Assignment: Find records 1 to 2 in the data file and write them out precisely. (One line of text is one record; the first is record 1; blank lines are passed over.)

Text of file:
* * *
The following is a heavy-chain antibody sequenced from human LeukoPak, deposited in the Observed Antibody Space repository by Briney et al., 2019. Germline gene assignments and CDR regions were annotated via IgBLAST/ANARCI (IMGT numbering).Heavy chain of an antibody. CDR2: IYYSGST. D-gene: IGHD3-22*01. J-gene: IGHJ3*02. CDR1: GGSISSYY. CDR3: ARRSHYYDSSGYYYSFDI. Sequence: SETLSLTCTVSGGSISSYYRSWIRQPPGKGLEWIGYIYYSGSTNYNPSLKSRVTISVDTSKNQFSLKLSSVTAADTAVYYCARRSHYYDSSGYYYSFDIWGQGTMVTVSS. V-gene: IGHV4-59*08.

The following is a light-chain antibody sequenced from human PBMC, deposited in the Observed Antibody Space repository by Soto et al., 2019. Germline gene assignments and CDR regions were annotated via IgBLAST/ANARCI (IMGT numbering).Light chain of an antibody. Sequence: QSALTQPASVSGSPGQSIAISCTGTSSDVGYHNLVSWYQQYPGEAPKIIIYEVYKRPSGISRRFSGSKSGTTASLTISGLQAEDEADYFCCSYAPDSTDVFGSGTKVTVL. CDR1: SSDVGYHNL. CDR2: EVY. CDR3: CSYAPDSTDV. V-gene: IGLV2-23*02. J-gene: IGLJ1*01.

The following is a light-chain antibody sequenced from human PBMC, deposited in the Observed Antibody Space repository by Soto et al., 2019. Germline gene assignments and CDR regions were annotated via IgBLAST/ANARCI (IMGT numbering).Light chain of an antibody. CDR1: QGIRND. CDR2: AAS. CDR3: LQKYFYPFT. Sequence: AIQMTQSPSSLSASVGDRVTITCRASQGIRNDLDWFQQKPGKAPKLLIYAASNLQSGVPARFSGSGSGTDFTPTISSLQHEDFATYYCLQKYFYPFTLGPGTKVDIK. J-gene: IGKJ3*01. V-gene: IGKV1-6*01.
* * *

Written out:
The following is a heavy-chain antibody sequenced from human LeukoPak, deposited in the Observed Antibody Space repository by Briney et al., 2019. Germline gene assignments and CDR regions were annotated via IgBLAST/ANARCI (IMGT numbering).Heavy chain of an antibody. CDR2: IYYSGST. D-gene: IGHD3-22*01. J-gene: IGHJ3*02. CDR1: GGSISSYY. CDR3: ARRSHYYDSSGYYYSFDI. Sequence: SETLSLTCTVSGGSISSYYRSWIRQPPGKGLEWIGYIYYSGSTNYNPSLKSRVTISVDTSKNQFSLKLSSVTAADTAVYYCARRSHYYDSSGYYYSFDIWGQGTMVTVSS. V-gene: IGHV4-59*08.

The following is a light-chain antibody sequenced from human PBMC, deposited in the Observed Antibody Space repository by Soto et al., 2019. Germline gene assignments and CDR regions were annotated via IgBLAST/ANARCI (IMGT numbering).Light chain of an antibody. Sequence: QSALTQPASVSGSPGQSIAISCTGTSSDVGYHNLVSWYQQYPGEAPKIIIYEVYKRPSGISRRFSGSKSGTTASLTISGLQAEDEADYFCCSYAPDSTDVFGSGTKVTVL. CDR1: SSDVGYHNL. CDR2: EVY. CDR3: CSYAPDSTDV. V-gene: IGLV2-23*02. J-gene: IGLJ1*01.